Finally, the Court rejected the Government’s attempt to invoke the Court’s First Amendment overbreadth doctrine, and uphold the statute against facial attack because its unconstitutional applications are not substantial in comparison to the statute’s legitimate applications.  The Court noted that this doctrine had never been applied to a viewpoint discriminatory law and, in any case, found the statute found the bar substantially overbroad.  Accordingly, the Court found the “immoral and scandalous” bar viewpoint-based and violative of the First Amendment.

Justice Alito, concurring, agreed with the majority, but noted that “[o]ur decision does not prevent Congress from adopting a more carefully focused statute that precludes the registration of marks containing vulgar terms that play no part in the expression of ideas [such as the mark at issue in Brunetti].”

Justice Sotomayor, joined by Justice Breyer, concurred in part and dissented in part from the majority opinion, believing it will lead to an “unfortunate” and “avoidable” “rush” to register “marks containing the most vulgar, profane, or obscene words and images imaginable.” Justice Sotomayor believed that the “scandalous” provision should be narrowly construed to address only obscenity, vulgarity and profanity and, therefore, “a reasonable, viewpoint-neutral restriction on speech that is permissible in the context of a beneficial governmental initiative like the trademark registration system.” Read this way, it would cover only offensive modes of communication and, therefore, not violate the First Amendment. Justice Sotomayor found the restriction reasonable because she felt that no speakers are harmed because, among other things, even if barred, Brunetti could use, own, and enforce his mark regardless of whether it has been registered. (Although Justice Sotomayor noted that there are benefits to registration that an owner of a registered trademark would have). As for the “immoral” portion of the provision, Justice Sotomayor agreed with the majority that there was no tenable way to read the word “immoral” in a way to avoid a viewpoint-discriminatory meaning.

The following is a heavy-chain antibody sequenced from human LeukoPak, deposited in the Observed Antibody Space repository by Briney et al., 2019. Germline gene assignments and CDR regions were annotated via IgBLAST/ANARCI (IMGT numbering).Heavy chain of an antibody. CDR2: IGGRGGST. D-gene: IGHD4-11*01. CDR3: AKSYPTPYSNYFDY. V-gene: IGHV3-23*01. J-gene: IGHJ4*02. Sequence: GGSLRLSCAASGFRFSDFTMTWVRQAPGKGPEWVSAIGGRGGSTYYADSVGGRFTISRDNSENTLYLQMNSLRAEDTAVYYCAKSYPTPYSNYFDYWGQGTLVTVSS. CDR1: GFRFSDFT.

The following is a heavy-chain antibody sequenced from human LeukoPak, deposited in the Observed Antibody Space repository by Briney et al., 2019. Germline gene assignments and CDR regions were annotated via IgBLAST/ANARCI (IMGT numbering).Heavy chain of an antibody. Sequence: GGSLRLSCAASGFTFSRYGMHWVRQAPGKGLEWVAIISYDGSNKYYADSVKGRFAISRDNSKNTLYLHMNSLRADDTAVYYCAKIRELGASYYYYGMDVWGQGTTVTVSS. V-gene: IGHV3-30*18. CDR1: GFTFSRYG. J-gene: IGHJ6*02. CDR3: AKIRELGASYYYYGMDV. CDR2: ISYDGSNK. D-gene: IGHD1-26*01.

Chief Justice Roberts also concurred in part and dissented in part, agreeing that “the ‘immoral’ portion of the provision is not susceptible of a narrowing construction that would eliminate its viewpoint bias.”  However, Chief Justice Roberts agreed with Justice Sotomayor’s opinion that the “scandalous” portion of the provision is susceptible to a narrowing construction to bar marks that offend because of their mode of expression – marks that are obscene, vulgar or profane.

Justice Breyer also concurred in part and dissented in part.  Justice Breyer agreed with Justice Sotomayor that the “scandalous portion of the provision is susceptible of such a narrowing construction to refer only to “certain highly vulgar or obscene modes of expression,” but his reasoning differed from Justice Sotomayor.  In his view, a category based, outcome determinative approach to the First Amendment, such as “viewpoint discrimination,” “content discrimination” or “commercial speech,” cannot adequately resolve the issue presented to the Court. Instead, Justice Breyer urged that it would be better to treat the Court’s speech-related rules as rules of thumb and ask whether the “regulation at issue ‘works speech-related harm that is out of proportion to its justifications.’”  Based upon such proportionality analysis, Justice Breyer agreed with Justice Sotomayor that the statute “as interpreted by Justice Sotomayor” does not violate the First Amendment, as he found that “not much” harm befalls to the First Amendment by a bar on registering highly vulgar or obscene trademarks. However, Justice Breyer agreed with the majority opinion that the bar on registering immoral marks violates the First Amendment.

In light of these decisions, it will be interesting to see if there is, indeed, a rush to register “marks containing the most vulgar, profane, or obscene words and images imaginable” (as Justice Sotomayor fears) and whether Congress tries to adopt “a more carefully focused statute that precludes the registration of marks containing vulgar terms that play no part in the expression of ideas” (as the concurring opinion of Justice Alito suggests), adopts some other limiting statute or does nothing, permitting the registration of every kind of mark, vulgar or otherwise, that meets the surviving requirements of the Lanham Act.